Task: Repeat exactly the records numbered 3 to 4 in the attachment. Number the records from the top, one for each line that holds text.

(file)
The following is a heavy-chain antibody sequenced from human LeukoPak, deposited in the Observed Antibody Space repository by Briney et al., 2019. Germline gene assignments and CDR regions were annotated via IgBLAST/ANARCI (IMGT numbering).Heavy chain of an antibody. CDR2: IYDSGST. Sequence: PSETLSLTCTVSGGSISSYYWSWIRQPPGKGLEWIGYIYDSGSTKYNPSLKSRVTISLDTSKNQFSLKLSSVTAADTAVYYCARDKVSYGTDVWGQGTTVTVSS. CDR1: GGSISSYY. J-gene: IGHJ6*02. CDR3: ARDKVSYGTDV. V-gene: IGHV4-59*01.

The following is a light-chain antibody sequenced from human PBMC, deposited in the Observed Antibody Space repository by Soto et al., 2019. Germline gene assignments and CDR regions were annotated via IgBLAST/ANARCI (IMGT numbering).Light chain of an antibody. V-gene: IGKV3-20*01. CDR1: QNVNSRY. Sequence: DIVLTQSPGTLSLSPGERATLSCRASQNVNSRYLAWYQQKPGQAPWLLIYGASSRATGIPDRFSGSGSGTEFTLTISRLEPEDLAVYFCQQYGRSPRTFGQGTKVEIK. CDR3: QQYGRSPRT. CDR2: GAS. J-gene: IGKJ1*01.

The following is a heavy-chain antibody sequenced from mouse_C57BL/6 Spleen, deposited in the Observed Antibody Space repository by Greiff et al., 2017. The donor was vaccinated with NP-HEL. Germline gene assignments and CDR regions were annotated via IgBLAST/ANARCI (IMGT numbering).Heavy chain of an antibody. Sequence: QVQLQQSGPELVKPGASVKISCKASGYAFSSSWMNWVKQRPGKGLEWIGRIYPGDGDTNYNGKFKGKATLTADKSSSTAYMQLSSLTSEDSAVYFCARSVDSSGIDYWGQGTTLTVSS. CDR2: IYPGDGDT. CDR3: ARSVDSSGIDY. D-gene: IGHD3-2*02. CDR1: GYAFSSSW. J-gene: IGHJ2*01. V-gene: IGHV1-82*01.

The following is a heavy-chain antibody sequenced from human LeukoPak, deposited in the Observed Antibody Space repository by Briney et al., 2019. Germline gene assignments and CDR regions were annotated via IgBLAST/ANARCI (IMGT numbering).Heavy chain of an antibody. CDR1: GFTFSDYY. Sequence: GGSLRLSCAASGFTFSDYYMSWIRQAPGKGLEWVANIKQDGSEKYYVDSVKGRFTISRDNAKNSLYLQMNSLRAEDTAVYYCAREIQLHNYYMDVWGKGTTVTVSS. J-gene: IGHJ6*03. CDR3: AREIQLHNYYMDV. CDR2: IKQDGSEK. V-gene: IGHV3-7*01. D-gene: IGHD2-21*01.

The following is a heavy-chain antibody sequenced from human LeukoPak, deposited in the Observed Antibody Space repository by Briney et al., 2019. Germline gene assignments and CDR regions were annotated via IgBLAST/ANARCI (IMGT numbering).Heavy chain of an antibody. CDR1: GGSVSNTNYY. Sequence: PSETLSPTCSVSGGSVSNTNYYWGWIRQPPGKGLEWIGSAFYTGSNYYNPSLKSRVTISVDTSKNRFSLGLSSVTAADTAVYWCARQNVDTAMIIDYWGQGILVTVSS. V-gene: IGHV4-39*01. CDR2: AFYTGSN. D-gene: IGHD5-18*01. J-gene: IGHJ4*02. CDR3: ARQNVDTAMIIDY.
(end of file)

The following is a heavy-chain antibody sequenced from mouse_C57BL/6 Spleen, deposited in the Observed Antibody Space repository by Greiff et al., 2017. The donor was vaccinated with NP-HEL. Germline gene assignments and CDR regions were annotated via IgBLAST/ANARCI (IMGT numbering).Heavy chain of an antibody. Sequence: QVQLQQSGPELVKPGASVKISCKASGYAFSSSWMNWVKQRPGKGLEWIGRIYPGDGDTNYNGKFKGKATLTADKSSSTAYMQLSSLTSEDSAVYFCARSVDSSGIDYWGQGTTLTVSS. CDR2: IYPGDGDT. CDR3: ARSVDSSGIDY. D-gene: IGHD3-2*02. CDR1: GYAFSSSW. J-gene: IGHJ2*01. V-gene: IGHV1-82*01.

The following is a heavy-chain antibody sequenced from human LeukoPak, deposited in the Observed Antibody Space repository by Briney et al., 2019. Germline gene assignments and CDR regions were annotated via IgBLAST/ANARCI (IMGT numbering).Heavy chain of an antibody. CDR1: GFTFSDYY. Sequence: GGSLRLSCAASGFTFSDYYMSWIRQAPGKGLEWVANIKQDGSEKYYVDSVKGRFTISRDNAKNSLYLQMNSLRAEDTAVYYCAREIQLHNYYMDVWGKGTTVTVSS. J-gene: IGHJ6*03. CDR3: AREIQLHNYYMDV. CDR2: IKQDGSEK. V-gene: IGHV3-7*01. D-gene: IGHD2-21*01.